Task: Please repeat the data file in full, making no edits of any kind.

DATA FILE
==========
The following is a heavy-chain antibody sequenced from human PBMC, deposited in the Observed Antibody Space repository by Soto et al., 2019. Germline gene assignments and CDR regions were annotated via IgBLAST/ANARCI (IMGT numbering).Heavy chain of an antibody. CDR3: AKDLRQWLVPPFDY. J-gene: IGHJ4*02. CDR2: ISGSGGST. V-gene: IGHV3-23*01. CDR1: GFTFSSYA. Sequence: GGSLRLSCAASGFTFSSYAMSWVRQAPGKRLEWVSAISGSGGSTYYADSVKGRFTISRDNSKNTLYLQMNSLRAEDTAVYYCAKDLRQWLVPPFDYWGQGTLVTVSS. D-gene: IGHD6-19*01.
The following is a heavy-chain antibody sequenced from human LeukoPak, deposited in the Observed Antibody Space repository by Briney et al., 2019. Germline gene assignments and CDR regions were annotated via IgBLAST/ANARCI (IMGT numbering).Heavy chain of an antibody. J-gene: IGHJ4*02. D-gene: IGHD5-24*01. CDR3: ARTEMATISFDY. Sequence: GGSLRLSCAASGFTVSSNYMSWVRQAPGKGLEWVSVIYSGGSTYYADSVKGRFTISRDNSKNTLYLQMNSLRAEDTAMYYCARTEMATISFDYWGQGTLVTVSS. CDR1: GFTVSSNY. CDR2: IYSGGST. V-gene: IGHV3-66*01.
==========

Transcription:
The following is a heavy-chain antibody sequenced from human PBMC, deposited in the Observed Antibody Space repository by Soto et al., 2019. Germline gene assignments and CDR regions were annotated via IgBLAST/ANARCI (IMGT numbering).Heavy chain of an antibody. CDR3: AKDLRQWLVPPFDY. J-gene: IGHJ4*02. CDR2: ISGSGGST. V-gene: IGHV3-23*01. CDR1: GFTFSSYA. Sequence: GGSLRLSCAASGFTFSSYAMSWVRQAPGKRLEWVSAISGSGGSTYYADSVKGRFTISRDNSKNTLYLQMNSLRAEDTAVYYCAKDLRQWLVPPFDYWGQGTLVTVSS. D-gene: IGHD6-19*01.
The following is a heavy-chain antibody sequenced from human LeukoPak, deposited in the Observed Antibody Space repository by Briney et al., 2019. Germline gene assignments and CDR regions were annotated via IgBLAST/ANARCI (IMGT numbering).Heavy chain of an antibody. J-gene: IGHJ4*02. D-gene: IGHD5-24*01. CDR3: ARTEMATISFDY. Sequence: GGSLRLSCAASGFTVSSNYMSWVRQAPGKGLEWVSVIYSGGSTYYADSVKGRFTISRDNSKNTLYLQMNSLRAEDTAMYYCARTEMATISFDYWGQGTLVTVSS. CDR1: GFTVSSNY. CDR2: IYSGGST. V-gene: IGHV3-66*01.